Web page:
The Seven concept is an outlandish and futuristic preview of Hyundai’s third bespoke electric car, which will go on sale in 2024 as a large, long-range rival to Volvo’s upcoming XC90 replacement.
The Korean marque labels the concept as a “category-bending” electric SUV, highlighting its aerodynamically optimised styling and extended wheelbase as departures from the design norms of conventionally fuelled contemporaries. Some of its more radical design cues will be toned down for production – but the recently launched Ioniq 5 remains largely faithful to 2019’s straight-edged 45 concept and the Ioniq 6 looks to be heading into production with minimal alterations from the Prophecy – so expect the showroom-ready Ioniq 7 to look a lot like this.
Automotive Daily reported last year that Hyundai planned for its first three bespoke EVs to have highly individualised styling, and indeed the Seven concept adopts a radically different silhouette – “divergent from a typical SUV,” according to the firm – and a raft of new design cues to mark it out from both its range-mates and its fuel-burning forebears.
An obvious visual link, though, is the ‘Parametric Pixel’ design for the front and rear light clusters – which is a motif common to each of Hyundai’s bespoke EVs, including its Heritage Series reborn classics – and is said to blend elements of “digital and analogue styles” and highlight the rigorous approach of its designers, who “considered every aspect of Seven’s design, down to a single pixel”.
Sitting atop Hyundai’s EV-specific E-GMP architecture, the Seven benefits from a flat floor, short overhangs and bonnet, and a 3200mm-long wheelbase – roughly as long as that of even the largest version of the Mercedes-Benz S-Class – all features that allow for a much more spacious cabin environment than offered by Hyundai’s existing SUVs.
It is in this respect that the production-spec Ioniq 7 will differ most obviously from the concept, which ditches a conventional three-row seating layout in favour of a more “fluid” format comprising a pair of movable, swivelling armchairs – complete with footrests – and a curved corner sofa-style arrangement at the back of the cabin. It’s all part of what Hyundai describes as its “future vision of autonomous mobility”, which previews how advances in self-driving capability could influence the interiors of upcoming models.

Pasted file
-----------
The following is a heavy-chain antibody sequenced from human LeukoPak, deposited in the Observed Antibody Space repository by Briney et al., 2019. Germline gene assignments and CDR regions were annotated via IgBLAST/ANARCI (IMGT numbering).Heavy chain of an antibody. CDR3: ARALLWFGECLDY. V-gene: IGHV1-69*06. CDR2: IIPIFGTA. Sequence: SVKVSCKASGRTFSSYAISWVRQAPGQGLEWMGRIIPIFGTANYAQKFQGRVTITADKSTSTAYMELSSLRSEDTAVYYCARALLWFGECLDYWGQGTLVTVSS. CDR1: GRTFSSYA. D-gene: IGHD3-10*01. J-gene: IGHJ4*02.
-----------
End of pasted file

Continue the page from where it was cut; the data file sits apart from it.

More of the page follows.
A retractable joystick replaces the steering wheel, for example, and in place of a conventional dashboard, a sleek digital control panel spans the width of the cabin – an evolution of the set-up shown in the Prophecy concept – while a huge OLED screen in the ceiling serves as a sort of virtual sunroof with customisable displays.
With the front seats turned rearwards, the Seven is transformed into a mobile lounge, with ambient lighting supplied by distinctive tube-shaped devices in the door panels, an inbuilt fridge and even dedicated shoe care compartments. Which of these, if any, will make it to production remains unclear, but Hyundai design boss SangYup Lee said the Seven “paves the way forward for what an SUV needs to become in the EV era”, suggesting a similar ethos will be applied to production cars.
Also representative of Hyundai’s wider approach to sustainability is the ‘bio-paint’ exterior finish, recycled interior materials and focus on hygiene. For instance, an aircraft-inspired airflow system operates either horizontally or vertically to reduce cross-contamination between passengers, and once the vehicle is empty, UV lights run over all surfaces to eradicate bacteria and viruses.
The Ioniq 7 will ultimately be technically similar – in terms of its drivetrain – to the Ioniq 5 and the Kia EV6, the first production cars to use the E-GMP platform. Its 800V charging functionality will make it compatible with the fastest EV chargers on the market – the Seven has a claimed 20-minute charge time from 10% to 80% capacity – and Hyundai is targeting a range of more than 480 kilometres, which if carried over to the Ioniq 7 would make it a close match for its rivals.
Could the Ioniq 7 replace the Santa Fe?
The Seven’s size and shape – and the timing of its unveiling in concept form – could hint at its destiny as an eventual successor to today’s Santa Fe, which is expected to bow out in 2024 or 2025. Its reveal in the US, where Santa Fe sales far outstrip those of Europe, gives another clue to its future role in the brand’s line-up.
Hyundai has yet to directly replace any of its combustion-engined models with a pure-electric alternative – the Kona and Ioniq EVs are sold alongside petrol and hybrid variants – and this could well be the case for the Ioniq 7, given the brand will still sell combustion cars in Europe until 2035.